Ashes: Jonny Bairstow 'headbutt' - ECB furious over silly act & England players grounded
For a while, there was a fear that what took place between Jonny Bairstow and Cameron Bancroft in a bar in Perth four weeks ago could have quite serious implications for England's Ashes tour.
When you hear that someone has been headbutted in a bar, it sounds like an assault.
Bairstow is a bouncy, larger-than-life, smiley character. There was no way I could imagine that he had landed a headbutt on anyone.
I did not think it would be serious, but I did worry that if there was any question about his behaviour - he received a warning about his conduct in October - that England would have to dish out a pretty severe punishment, possibly even sending him home.
As it turned out, that clearly was not the case, and instead we have a tale of Bairstow's slightly unusual way of greeting people. Hopefully Jonny will think that a handshake is the way to go in future, but I still might be a little more cautious when I next say hello to him.
The incident has been dealt with, England have said that Bairstow will not be disciplined and Bancroft gave a hilarious news conference at the end of Australia's 10-wicket win in the first Test in Brisbane. The series moves on.
But anyone who has taken the slightest interest in the England team over the past couple months will know it is really not that simple.
Ben Stokes remains in the UK, awaiting the outcome of a police investigation after he was arrested on suspicion of actual bodily harm for his part in an incident outside a Bristol nightclub in September.
Strauss has delivered a rocket to England players
That the England and Wales Cricket Board has once again had to defend the team has left the hierarchy absolutely furious.
Coach Trevor Bayliss, who spoke to the media before Bancroft's one-man show, is incandescent.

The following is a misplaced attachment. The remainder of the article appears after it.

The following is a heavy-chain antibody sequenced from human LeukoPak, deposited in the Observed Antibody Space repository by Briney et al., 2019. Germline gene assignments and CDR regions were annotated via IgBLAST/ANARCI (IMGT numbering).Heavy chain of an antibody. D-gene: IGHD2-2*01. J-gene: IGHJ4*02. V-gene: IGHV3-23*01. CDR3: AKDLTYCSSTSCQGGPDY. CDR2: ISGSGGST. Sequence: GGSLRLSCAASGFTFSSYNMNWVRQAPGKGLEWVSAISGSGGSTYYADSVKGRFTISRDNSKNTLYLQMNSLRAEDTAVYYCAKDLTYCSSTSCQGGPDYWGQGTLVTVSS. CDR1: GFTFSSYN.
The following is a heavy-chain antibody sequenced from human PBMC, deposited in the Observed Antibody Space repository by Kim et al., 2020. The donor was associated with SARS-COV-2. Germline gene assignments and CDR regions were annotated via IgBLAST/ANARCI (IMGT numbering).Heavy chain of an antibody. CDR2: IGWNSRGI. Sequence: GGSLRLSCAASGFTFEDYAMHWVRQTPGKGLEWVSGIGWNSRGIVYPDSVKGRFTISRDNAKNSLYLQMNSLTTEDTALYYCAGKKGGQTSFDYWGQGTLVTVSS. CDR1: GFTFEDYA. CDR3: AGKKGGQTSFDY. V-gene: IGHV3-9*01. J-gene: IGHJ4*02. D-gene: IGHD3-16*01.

Andrew Strauss, England's director of cricket, has gone into the team room and delivered an absolute rocket.
While publicly they have defended Bairstow, I suspect that behind closed doors he has been read the riot act.
I do not think we will be seeing that team out and about in Adelaide. They have effectively been grounded.
All of the hard work of trying to restore the image of the team after the Stokes controversy has been undone by an act of silliness.
It is debateable whether or not keeping the team from going out is the right response to one member doing something rather strange, but you are a team and you accept responsibility as a collective.
Frankly, in the aftermath of this, they cannot be seen out and about. The England team can leave no doubt over their commitment to getting back into this Ashes series. There have been too many bad headlines and a line has to be drawn.
England must address image problem
I have seen accusations that the England team have a drinking culture. That is not something that I have witnessed personally but, then again, I probably would not go to the same places they do.
However, they do have an image problem.
The management was meticulous in preparing for this tour. They knew the pitfalls of touring Australia and how the locals would use anything they can to unsettle England.
This was perfect and the Australia players exploited it when Bairstow was batting on the fourth afternoon in the Gabba.
It was not aggressive sledging - it was done to distract Bairstow from his batting, which is what the best comments do. Umpire Marais Erasmus heard one of the players say: "Get your helmet, Cam, here comes Jonny."
On top of that, it causes a disruption to England's preparations for the second Test in Adelaide starting on Saturday, a match they really cannot lose if they are to have any chance of retaining the Ashes.
When they land at the airport they will have television cameras stuffed in their faces - anyone who saw the treatment South Africa captain Faf du Plessis got after the 'mint-sucking' controversy here last year will know exactly what it is like.
England's challenge is now to move on, to forget about this and concentrate on taking victory at the Adelaide Oval.
We have said for some time that the day-nighter, with the pink ball, represents perhaps their best chance of winning a Test on this trip.
They must also hope that it does not affect the game of Bairstow, who has the crucial roles of keeping wicket and scoring runs in the middle order.
Above all, it is a lesson to those who do not know what it is like to tour this lovely country.
The Australians are always out to get England, and it is England's job to give them as little ammunition as possible.
Jonathan Agnew was speaking to BBC Sport's Stephan Shemilt.